If there is an up-and-coming region in Bordeaux then surely it is Castillon? This appellation lies just to the east of St Emilion, and the two are in fact directly contiguous; the limestone plateau that runs eastwards through the St Emilion appellation carries on through Castillon, and the two are thus very similar in terms of terroir. In an era when there is an increasing need for affordable Bordeaux it is to regions such as Castillon that we should perhaps look first, and it seems plausible that big names in St Emilion might be the best placed to make the most of the cheaper land and favourable soils just down the road. Thus it should come as no surprise to learn that Stephan von Neipperg, surely best known for his admirable portfolio of St Emilion properties which includes Château Canon-la-Gaffelière, La Mondotte and Clos de l’Oratoire, has a very good foothold in this appellation, at Château d’Aiguilhe. The wines of this property display the rich and textured Neipperg style and frequently perform well when lined up against more illustrious and more expensive St Emilions in blind tastings. This is certainly an estate worth knowing about whether your desire be good value, good quality, or both.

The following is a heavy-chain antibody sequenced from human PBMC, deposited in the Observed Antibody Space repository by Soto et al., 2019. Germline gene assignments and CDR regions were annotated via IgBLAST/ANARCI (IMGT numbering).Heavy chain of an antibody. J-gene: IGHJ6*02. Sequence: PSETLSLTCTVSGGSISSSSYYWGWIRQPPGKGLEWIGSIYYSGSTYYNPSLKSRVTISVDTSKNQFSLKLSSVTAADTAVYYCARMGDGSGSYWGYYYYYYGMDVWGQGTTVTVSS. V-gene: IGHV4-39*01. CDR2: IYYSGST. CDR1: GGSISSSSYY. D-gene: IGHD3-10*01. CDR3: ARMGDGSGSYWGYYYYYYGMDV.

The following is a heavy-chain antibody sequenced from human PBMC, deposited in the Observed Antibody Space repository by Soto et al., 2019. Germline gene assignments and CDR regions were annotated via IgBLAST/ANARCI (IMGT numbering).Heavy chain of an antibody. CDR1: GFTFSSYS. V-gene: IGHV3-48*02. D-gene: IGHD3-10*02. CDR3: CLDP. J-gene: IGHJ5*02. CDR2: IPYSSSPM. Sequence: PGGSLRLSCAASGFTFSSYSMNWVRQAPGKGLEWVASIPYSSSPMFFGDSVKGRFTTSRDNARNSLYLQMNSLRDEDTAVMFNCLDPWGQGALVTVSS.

As with many right bank estates there are hints of ancient history here, everything from the usual suggestions of a Roman settlement to the more exotic, including a rumour that this was an outpost manned by the Knights Templar, who guarded the route taken by pilgrims through Castillon on their way to Santiago de Compostela in modern-day Spain. The name Château d’Aiguilhe first crops up in the 12th century, and the ruined château at Aiguilhe (pictured below) dates to the 13th century. This is certainly a domaine with a significant history, matching any in ‘old’ Bordeaux, Graves and Sauternes, and easily outclassing the majority of the classic left bank estates.
At this time of course the estate would not have been dedicated to viticulture as it is today. This only came in latter times, and early on in its life the land around Château d’Aiguilhe would have seen mixed activities, everything from the rearing of livestock to arable farming. It was also very possibly an important stronghold during the Hundred Years’ War between England in France, lying on the border between French and English territories. This would explain the fortified nature of some parts of the estate.